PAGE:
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China Confronts High Expectations

The team is considered by some the co-favorite as Sun Wen plays her international finale.

September 21, 2003|Lisa Dillman | Times Staff Writer

Their practice was practically lighthearted Friday night before they moved inside to the main stadium at Home Depot Center, as rugby met soccer for about half an hour. That encounter had the players laughing and squealing when diving headers went wide, or better yet, into the net.

So, had a high-spirited youth soccer team wandered onto Field 1 at Carson?

In fact, the temporary playground on the pitch featured China, the runner-up in the 1999 Women's World Cup, and its legendary striker Sun Wen. So the pressure was eased -- for a few minutes at least -- for the team considered by some to be this year's co-favorite with the United States.

It will turn up again, and then some, tonight when Group D action starts with a doubleheader in Carson. The first game will be between Russia and Australia, starting at 5:30, followed by China and Ghana at 8.

Officials said ticket sales for the opening doubleheader at Carson were about 13,000-15,000 as of Friday.

China, of course, was supposed to be the host country, not the guest this time around. Years of planning went by the wayside because of the SARS outbreak in China. The Chinese, who will play host to the 2007 Cup, were compensated in the region of "around $1 million" for costs already incurred, said FIFA's general secretary, Urs Linsi, on Friday.

For China, it all starts again against Ghana close to where it ended four years ago. Sun and her teammates were on the losing end of agonizing penalty kicks against the U.S. at the Rose Bowl in Pasadena.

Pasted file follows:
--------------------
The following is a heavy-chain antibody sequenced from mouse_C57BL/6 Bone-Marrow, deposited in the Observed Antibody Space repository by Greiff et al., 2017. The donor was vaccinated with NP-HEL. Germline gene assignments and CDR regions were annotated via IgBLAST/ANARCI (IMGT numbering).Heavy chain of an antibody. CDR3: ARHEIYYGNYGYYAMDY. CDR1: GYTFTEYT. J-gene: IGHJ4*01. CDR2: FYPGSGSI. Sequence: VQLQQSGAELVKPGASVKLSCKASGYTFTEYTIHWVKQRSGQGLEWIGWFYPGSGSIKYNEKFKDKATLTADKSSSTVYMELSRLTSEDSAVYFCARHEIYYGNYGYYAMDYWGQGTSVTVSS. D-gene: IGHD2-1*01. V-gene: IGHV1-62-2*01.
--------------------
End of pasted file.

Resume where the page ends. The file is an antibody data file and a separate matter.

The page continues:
And for the 30-year-old Sun, this tournament will be her international finale. Though she wasn't made available for interviews last week despite numerous requests, Sun previously told that this would be her last Cup, saying: "I'm getting too old." The spirited competition of China and the United States pushing each other to new heights, and the underlying potential of another Cup showdown, will be captured in an upcoming TV commercial by Adidas. Kristine Lilly and her teammates Aly Wagner, Cindy Parlow and Danielle Slaton, along with Sun and midfielder Pu Wei, appear in the spot.

It plays into stereotypes -- the Chinese are in formation, taking part in a combination of tai chi and soccer moves. The noise wakes up the Americans, who hustle downstairs to check out the commotion, and the spot ends with a subtly charged meeting, with Sun balancing the ball on her foot and passing it to Wagner.

Age and knee and ankle injuries mean Sun is not quite the same player who was the most valuable player of the 1999 World Cup and winner of the Golden Shoe as its top scorer. Still, the Americans are aware Sun remains a substantial threat whenever she touches the ball, whether it is on free kicks, set plays or in the run of play.

"She has carried China on her shoulders for many years," U.S. captain Julie Foudy said in a telephone interview. "She's one of those players, even the Chinese over here know her. She's kind of like Mia [Hamm], she transcends the sport.

"[Kristine] Lilly and I have played against her so many times and we always say to each other that she must have 10 eyes on her head because she sees everything and she always understands where the pressure is coming from."


Times staff writer Diane Pucin contributed to this report.

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